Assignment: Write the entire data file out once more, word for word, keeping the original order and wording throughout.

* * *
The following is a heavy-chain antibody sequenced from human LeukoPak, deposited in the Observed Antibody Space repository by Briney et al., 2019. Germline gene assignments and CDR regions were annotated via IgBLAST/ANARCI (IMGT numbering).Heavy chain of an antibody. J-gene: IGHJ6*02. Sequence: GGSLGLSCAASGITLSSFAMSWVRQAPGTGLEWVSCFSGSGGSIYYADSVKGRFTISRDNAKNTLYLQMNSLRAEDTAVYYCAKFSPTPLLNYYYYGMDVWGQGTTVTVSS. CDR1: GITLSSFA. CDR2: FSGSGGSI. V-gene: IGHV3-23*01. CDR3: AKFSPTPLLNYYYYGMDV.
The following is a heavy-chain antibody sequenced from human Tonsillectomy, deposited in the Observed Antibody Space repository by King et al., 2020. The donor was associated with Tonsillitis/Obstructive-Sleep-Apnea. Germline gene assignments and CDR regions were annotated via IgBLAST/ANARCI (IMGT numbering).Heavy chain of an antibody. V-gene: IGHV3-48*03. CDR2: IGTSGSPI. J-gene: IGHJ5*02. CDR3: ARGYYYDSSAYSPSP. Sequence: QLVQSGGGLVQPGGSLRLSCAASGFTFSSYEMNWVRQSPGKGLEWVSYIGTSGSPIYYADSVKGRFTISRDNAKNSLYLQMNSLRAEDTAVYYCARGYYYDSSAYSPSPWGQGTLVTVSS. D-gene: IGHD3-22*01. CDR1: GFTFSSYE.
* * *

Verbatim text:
The following is a heavy-chain antibody sequenced from human LeukoPak, deposited in the Observed Antibody Space repository by Briney et al., 2019. Germline gene assignments and CDR regions were annotated via IgBLAST/ANARCI (IMGT numbering).Heavy chain of an antibody. J-gene: IGHJ6*02. Sequence: GGSLGLSCAASGITLSSFAMSWVRQAPGTGLEWVSCFSGSGGSIYYADSVKGRFTISRDNAKNTLYLQMNSLRAEDTAVYYCAKFSPTPLLNYYYYGMDVWGQGTTVTVSS. CDR1: GITLSSFA. CDR2: FSGSGGSI. V-gene: IGHV3-23*01. CDR3: AKFSPTPLLNYYYYGMDV.
The following is a heavy-chain antibody sequenced from human Tonsillectomy, deposited in the Observed Antibody Space repository by King et al., 2020. The donor was associated with Tonsillitis/Obstructive-Sleep-Apnea. Germline gene assignments and CDR regions were annotated via IgBLAST/ANARCI (IMGT numbering).Heavy chain of an antibody. V-gene: IGHV3-48*03. CDR2: IGTSGSPI. J-gene: IGHJ5*02. CDR3: ARGYYYDSSAYSPSP. Sequence: QLVQSGGGLVQPGGSLRLSCAASGFTFSSYEMNWVRQSPGKGLEWVSYIGTSGSPIYYADSVKGRFTISRDNAKNSLYLQMNSLRAEDTAVYYCARGYYYDSSAYSPSPWGQGTLVTVSS. D-gene: IGHD3-22*01. CDR1: GFTFSSYE.